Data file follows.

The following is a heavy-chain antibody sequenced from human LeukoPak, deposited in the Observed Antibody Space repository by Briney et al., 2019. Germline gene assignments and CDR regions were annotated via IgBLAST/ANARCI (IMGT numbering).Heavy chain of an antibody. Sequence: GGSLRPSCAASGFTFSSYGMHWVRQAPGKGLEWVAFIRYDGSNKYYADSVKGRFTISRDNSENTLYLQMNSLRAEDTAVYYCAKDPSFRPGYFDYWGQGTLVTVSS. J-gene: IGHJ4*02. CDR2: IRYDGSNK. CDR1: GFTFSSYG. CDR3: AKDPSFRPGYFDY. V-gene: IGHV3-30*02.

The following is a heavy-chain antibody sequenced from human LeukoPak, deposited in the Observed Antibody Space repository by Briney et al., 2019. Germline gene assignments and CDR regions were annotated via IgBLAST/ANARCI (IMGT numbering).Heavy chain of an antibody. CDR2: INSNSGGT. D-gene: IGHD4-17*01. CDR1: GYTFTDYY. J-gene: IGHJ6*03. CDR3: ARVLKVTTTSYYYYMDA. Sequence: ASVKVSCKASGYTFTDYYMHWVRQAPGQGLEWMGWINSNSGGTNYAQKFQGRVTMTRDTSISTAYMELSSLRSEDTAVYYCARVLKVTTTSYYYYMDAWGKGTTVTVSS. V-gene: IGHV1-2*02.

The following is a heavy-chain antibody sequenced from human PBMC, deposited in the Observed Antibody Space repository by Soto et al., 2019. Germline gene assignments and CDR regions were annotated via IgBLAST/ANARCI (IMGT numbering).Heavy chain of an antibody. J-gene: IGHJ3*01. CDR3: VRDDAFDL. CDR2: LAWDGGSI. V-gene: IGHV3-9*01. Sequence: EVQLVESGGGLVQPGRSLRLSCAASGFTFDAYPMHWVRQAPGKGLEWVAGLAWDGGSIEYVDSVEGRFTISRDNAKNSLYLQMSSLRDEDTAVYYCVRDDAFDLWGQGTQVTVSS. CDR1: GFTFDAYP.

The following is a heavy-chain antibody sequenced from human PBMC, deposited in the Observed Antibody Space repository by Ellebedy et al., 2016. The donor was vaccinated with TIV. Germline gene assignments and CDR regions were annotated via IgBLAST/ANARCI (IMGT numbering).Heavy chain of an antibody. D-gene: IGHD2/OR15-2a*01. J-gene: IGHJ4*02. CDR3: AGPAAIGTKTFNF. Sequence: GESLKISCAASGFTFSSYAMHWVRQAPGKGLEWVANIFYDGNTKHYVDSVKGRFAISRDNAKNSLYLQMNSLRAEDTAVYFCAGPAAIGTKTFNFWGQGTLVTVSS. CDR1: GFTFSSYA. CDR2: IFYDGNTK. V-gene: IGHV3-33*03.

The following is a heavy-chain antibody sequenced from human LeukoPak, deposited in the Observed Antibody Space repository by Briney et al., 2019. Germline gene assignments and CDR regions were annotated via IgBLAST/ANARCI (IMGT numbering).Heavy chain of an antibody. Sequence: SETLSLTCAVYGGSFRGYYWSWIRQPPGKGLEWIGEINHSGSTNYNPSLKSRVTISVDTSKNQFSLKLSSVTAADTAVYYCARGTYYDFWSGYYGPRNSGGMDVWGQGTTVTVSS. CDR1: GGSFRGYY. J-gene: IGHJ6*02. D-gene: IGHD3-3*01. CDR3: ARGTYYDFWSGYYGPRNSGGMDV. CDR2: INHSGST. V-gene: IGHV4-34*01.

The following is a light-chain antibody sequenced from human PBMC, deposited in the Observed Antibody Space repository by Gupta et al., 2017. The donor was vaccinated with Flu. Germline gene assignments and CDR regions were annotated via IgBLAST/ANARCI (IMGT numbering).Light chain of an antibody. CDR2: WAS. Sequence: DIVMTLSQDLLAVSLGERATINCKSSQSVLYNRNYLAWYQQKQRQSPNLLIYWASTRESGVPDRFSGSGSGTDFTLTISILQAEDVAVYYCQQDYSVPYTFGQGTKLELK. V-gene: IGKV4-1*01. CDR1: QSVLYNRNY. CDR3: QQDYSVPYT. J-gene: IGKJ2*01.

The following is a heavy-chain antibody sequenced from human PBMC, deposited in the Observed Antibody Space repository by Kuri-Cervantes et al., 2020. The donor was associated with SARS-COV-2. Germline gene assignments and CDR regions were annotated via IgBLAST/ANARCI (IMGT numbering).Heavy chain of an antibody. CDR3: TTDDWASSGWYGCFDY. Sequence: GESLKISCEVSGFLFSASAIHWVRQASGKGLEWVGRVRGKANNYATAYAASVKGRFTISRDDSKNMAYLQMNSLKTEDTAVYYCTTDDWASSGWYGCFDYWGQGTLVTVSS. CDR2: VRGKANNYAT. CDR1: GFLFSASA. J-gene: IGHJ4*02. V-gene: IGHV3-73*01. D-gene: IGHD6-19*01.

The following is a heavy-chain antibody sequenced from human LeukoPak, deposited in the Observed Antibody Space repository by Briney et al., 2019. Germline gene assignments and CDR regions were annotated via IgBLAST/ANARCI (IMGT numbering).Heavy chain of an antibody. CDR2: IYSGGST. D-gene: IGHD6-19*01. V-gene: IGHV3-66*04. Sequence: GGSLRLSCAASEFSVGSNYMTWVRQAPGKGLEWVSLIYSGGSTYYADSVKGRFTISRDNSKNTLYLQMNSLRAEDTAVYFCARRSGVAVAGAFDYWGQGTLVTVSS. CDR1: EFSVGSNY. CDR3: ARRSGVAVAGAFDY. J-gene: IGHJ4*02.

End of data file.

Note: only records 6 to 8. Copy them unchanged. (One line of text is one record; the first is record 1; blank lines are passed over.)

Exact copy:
The following is a light-chain antibody sequenced from human PBMC, deposited in the Observed Antibody Space repository by Gupta et al., 2017. The donor was vaccinated with Flu. Germline gene assignments and CDR regions were annotated via IgBLAST/ANARCI (IMGT numbering).Light chain of an antibody. CDR2: WAS. Sequence: DIVMTLSQDLLAVSLGERATINCKSSQSVLYNRNYLAWYQQKQRQSPNLLIYWASTRESGVPDRFSGSGSGTDFTLTISILQAEDVAVYYCQQDYSVPYTFGQGTKLELK. V-gene: IGKV4-1*01. CDR1: QSVLYNRNY. CDR3: QQDYSVPYT. J-gene: IGKJ2*01.

The following is a heavy-chain antibody sequenced from human PBMC, deposited in the Observed Antibody Space repository by Kuri-Cervantes et al., 2020. The donor was associated with SARS-COV-2. Germline gene assignments and CDR regions were annotated via IgBLAST/ANARCI (IMGT numbering).Heavy chain of an antibody. CDR3: TTDDWASSGWYGCFDY. Sequence: GESLKISCEVSGFLFSASAIHWVRQASGKGLEWVGRVRGKANNYATAYAASVKGRFTISRDDSKNMAYLQMNSLKTEDTAVYYCTTDDWASSGWYGCFDYWGQGTLVTVSS. CDR2: VRGKANNYAT. CDR1: GFLFSASA. J-gene: IGHJ4*02. V-gene: IGHV3-73*01. D-gene: IGHD6-19*01.

The following is a heavy-chain antibody sequenced from human LeukoPak, deposited in the Observed Antibody Space repository by Briney et al., 2019. Germline gene assignments and CDR regions were annotated via IgBLAST/ANARCI (IMGT numbering).Heavy chain of an antibody. CDR2: IYSGGST. D-gene: IGHD6-19*01. V-gene: IGHV3-66*04. Sequence: GGSLRLSCAASEFSVGSNYMTWVRQAPGKGLEWVSLIYSGGSTYYADSVKGRFTISRDNSKNTLYLQMNSLRAEDTAVYFCARRSGVAVAGAFDYWGQGTLVTVSS. CDR1: EFSVGSNY. CDR3: ARRSGVAVAGAFDY. J-gene: IGHJ4*02.